5 Facts about Owning Trees in the City of Portland
Having trees surrounding your house is great. It adds value to your property, can provide you with shade, can attract wildlife to your yard, and helps the environment. But it’s a big responsibility as well, and you should be aware of the requirements. For instance, who is responsible for trees overhanging on roads? Is it you or the city?
There are quite a few questions that you may not have even thought about that you should talk through before deciding to plant a tree in your Portland, Oregon, yard. There are important rules and regulations that you should know about first. For instance, did you know there’s a difference between street trees and yard trees? Yard trees are those planted on your private property. Street trees, however, are planted in the public right-of-way. If a tree is partially on private property and partially on public property, it is classified as a street tree.
To make things easier for you, here are five facts about owning trees in the city of Portland that you should be aware of.
1. If You Are Planting a Street Tree, You Need a Permit
A permit from the Portland Parks Urban Forestry is required before you can go ahead and plant a street tree. This is to help prevent it from conflicting with any infrastructure you may not have noticed, such as buried wires or piping.
There is a chance that you may be planting a street tree even though you’re trying to plant a yard tree. It can be difficult to tell the difference, especially if you don’t have curbs or sidewalks in front of your property. The website portlandmaps.com was created to help you figure out where the right-of-way public space begins. If you want to plant a tree in this area, you will need a permit. It also is possible that the right-of-way area can extend beyond the sidewalk, so it’s especially a good idea to check the area where you are looking to plant.
2. Maintenance of Street Trees Is Your Responsibility
Despite a street tree being in the right-of-way area, the maintenance and care of the tree is the responsibility of the property owner who is the most adjacent to, or closest bordering, the tree. To answer the question of who is responsible for trees overhanging roads, the short answer is that if your property is the closest to that tree, it’s your responsibility. The owner of the adjacent property needs to make sure the tree doesn’t block any visibility within transportation corridors.
Additionally, if the tree has caused any sidewalk damage, such as cracks or unevenness, it’s your responsibility to get it repaired.
3. A Pruning Permit Is Required
Tree pruning is so important to the health of a tree, it doesn’t matter whether that tree is a yard tree or a street tree. However, if you’re looking to prune a street tree (which, as mentioned above, is your responsibility as part of the maintenance), you must first acquire a pruning permit.
That’s right, you can’t simply go out and start cutting branches. Not only can it be potentially harmful, but it also goes against the rules of the city. Pruning that happens without a permit can be treated as a code violation. This can result in civil and criminal penalties. A pruning permit can be acquired from the Urban Forestry website.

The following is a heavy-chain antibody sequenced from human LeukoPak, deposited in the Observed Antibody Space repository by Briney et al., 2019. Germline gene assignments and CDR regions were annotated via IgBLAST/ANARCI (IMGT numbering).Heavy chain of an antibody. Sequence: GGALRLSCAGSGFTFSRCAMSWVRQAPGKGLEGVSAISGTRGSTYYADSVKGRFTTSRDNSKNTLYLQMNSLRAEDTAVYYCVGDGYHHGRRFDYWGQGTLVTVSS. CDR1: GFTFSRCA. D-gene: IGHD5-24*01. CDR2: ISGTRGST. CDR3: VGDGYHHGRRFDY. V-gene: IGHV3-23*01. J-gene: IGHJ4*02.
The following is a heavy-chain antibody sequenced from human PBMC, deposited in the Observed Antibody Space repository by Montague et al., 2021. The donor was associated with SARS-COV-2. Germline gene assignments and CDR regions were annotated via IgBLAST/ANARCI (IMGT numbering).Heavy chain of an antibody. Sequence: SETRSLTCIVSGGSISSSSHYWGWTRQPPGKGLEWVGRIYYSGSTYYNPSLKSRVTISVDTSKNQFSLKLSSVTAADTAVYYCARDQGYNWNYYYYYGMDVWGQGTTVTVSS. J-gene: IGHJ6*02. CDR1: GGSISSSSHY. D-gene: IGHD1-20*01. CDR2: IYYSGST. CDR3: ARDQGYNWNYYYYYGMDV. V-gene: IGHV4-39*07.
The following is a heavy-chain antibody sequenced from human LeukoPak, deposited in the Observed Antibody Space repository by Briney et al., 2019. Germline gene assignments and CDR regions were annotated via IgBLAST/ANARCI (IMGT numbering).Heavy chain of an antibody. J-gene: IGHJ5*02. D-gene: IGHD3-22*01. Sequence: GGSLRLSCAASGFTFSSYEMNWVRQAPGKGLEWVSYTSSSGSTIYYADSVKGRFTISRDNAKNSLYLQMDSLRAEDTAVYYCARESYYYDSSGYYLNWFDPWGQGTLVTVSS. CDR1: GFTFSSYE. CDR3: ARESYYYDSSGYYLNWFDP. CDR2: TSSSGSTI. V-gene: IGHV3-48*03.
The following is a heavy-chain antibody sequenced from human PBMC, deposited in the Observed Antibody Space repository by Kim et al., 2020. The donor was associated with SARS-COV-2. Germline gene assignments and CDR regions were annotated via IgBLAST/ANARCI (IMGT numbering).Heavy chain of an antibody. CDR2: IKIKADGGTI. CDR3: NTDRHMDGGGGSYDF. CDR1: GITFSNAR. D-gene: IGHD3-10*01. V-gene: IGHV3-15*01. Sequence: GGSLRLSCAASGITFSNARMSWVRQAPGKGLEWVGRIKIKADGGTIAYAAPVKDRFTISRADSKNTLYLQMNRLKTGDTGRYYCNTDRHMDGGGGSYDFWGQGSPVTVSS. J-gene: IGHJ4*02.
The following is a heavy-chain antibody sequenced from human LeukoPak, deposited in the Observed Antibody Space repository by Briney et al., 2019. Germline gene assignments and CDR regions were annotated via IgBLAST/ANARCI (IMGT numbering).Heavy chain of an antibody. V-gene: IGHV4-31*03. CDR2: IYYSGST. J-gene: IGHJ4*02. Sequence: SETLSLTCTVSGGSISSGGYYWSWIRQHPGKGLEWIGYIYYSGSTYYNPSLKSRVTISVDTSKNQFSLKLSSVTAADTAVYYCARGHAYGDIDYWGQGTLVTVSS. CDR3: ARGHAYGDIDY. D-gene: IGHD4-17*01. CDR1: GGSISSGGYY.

There is one exception in which you do not need to acquire a permit before pruning a tree, and this is if you’re planning to prune branches that are less than half an inch in diameter at the attachment to the stem.
4. There Are Height Requirements That Must Be Met
Trees in your yard can be as short, tall, wide, or narrow as you desire. Street trees, however, have certain size requirements that they must meet. This is to ensure a safe passageway for everyone—those walking on the sidewalk and those driving in the street. The limbs of the tree must not hang lower than 7.5 feet above the sidewalk, 11 feet above residential streets, and 14 feet above main arterial streets.
5. A Tree Removal Permit is Necessary for Both
Sometimes, trees need to be removed. For the most part, in order to do this, a permit is needed, regardless of whether your tree is a street tree or a yard tree. However, there are some exceptions. For street trees, if the trees are sucker shoots or self-sown and less than half an inch in diameter, a permit isn’t needed. In terms of yard trees, if the tree is 12 inches in diameter at 4.5 feet tall or larger, a permit is needed. It’s important to know that not all permit applications for tree removals are approved.
If you see someone in violation of any of the above, there is a number that you can call to report them. This also means that if you are in violation of any of the above, a next-door neighbor or a stranger simply walking by your home may notice and call Urban Forestry on you. Therefore, it’s important to know the facts about owning trees in the city of Portland before you go ahead and start planting or cutting. You do not want to get into trouble with the city.
As you can see, the important first step is to figure out if you’re planting a yard tree or a street tree. Both types of trees are your responsibility, assuming you are the property owner closest to where the street tree is planted. And now you know the answer to the question of who is responsible for trees overhanging on roads: it’s you, not the city. This can be a big responsibility, so if you need a hand with your tree care, contact a professional tree service, such as Mr. Tree. An expert with experience with Portland trees will know the ins and outs and what permits may or may not be needed.